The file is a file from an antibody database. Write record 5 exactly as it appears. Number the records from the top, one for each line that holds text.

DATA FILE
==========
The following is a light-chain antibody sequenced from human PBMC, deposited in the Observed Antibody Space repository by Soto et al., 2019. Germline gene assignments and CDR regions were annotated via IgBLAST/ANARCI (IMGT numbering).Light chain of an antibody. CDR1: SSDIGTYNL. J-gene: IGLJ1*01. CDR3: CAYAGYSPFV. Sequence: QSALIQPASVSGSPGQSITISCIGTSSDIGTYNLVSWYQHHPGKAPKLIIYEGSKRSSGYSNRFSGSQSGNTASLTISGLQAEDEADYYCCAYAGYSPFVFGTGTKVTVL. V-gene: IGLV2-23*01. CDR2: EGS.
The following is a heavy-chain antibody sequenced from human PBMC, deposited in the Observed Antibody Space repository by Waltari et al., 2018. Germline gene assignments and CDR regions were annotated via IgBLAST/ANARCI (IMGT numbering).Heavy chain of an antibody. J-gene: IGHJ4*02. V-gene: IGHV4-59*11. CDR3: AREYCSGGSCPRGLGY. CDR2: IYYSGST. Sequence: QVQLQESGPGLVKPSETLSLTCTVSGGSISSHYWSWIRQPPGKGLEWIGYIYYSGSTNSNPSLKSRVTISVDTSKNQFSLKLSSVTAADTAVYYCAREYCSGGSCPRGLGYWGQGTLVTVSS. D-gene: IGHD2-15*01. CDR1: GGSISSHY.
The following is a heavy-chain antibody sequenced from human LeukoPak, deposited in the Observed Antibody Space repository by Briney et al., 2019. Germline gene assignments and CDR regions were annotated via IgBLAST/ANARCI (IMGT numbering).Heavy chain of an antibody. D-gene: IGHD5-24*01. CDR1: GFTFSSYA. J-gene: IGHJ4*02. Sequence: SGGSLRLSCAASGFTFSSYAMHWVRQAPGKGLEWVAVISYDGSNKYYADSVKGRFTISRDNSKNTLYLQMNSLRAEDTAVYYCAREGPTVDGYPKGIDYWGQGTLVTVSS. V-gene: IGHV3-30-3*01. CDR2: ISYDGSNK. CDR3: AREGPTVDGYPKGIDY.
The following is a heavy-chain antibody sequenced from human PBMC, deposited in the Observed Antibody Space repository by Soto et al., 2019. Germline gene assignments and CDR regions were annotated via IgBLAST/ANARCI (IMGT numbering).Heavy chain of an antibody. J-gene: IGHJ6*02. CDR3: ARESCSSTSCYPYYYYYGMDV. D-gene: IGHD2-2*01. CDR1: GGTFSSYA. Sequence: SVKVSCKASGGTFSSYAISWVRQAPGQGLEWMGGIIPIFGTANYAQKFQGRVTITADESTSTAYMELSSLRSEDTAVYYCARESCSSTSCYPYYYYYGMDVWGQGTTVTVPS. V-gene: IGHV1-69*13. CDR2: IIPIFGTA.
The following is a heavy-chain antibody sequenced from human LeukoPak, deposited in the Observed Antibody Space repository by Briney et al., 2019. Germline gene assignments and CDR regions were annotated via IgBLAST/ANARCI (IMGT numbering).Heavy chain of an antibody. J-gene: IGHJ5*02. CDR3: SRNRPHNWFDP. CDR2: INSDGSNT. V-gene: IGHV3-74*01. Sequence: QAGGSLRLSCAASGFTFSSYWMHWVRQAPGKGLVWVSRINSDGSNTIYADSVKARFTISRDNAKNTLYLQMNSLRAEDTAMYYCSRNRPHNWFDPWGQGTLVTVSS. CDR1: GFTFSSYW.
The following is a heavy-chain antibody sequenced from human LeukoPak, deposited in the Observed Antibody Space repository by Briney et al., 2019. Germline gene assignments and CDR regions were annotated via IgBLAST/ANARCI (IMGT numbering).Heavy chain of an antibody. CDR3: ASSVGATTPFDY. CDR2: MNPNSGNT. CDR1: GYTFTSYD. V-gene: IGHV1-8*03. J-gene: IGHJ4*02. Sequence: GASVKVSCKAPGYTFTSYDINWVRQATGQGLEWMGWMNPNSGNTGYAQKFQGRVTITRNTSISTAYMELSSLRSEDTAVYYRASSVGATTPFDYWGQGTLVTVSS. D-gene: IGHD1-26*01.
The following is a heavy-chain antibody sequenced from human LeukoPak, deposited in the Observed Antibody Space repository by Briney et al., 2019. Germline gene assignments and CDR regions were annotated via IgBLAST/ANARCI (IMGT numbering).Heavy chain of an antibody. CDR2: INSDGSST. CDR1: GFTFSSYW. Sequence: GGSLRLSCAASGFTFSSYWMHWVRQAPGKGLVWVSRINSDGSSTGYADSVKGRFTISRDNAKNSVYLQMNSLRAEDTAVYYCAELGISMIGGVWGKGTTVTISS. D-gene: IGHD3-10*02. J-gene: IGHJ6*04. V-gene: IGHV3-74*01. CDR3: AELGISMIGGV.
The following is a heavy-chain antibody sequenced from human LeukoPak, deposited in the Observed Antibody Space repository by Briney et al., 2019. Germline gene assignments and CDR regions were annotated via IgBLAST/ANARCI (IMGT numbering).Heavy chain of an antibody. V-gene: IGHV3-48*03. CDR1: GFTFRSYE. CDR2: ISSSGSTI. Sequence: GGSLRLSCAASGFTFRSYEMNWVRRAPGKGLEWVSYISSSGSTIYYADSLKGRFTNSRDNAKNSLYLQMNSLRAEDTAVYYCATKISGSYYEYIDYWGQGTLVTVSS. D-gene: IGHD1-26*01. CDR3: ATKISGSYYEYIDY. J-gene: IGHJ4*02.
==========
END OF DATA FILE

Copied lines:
The following is a heavy-chain antibody sequenced from human LeukoPak, deposited in the Observed Antibody Space repository by Briney et al., 2019. Germline gene assignments and CDR regions were annotated via IgBLAST/ANARCI (IMGT numbering).Heavy chain of an antibody. J-gene: IGHJ5*02. CDR3: SRNRPHNWFDP. CDR2: INSDGSNT. V-gene: IGHV3-74*01. Sequence: QAGGSLRLSCAASGFTFSSYWMHWVRQAPGKGLVWVSRINSDGSNTIYADSVKARFTISRDNAKNTLYLQMNSLRAEDTAMYYCSRNRPHNWFDPWGQGTLVTVSS. CDR1: GFTFSSYW.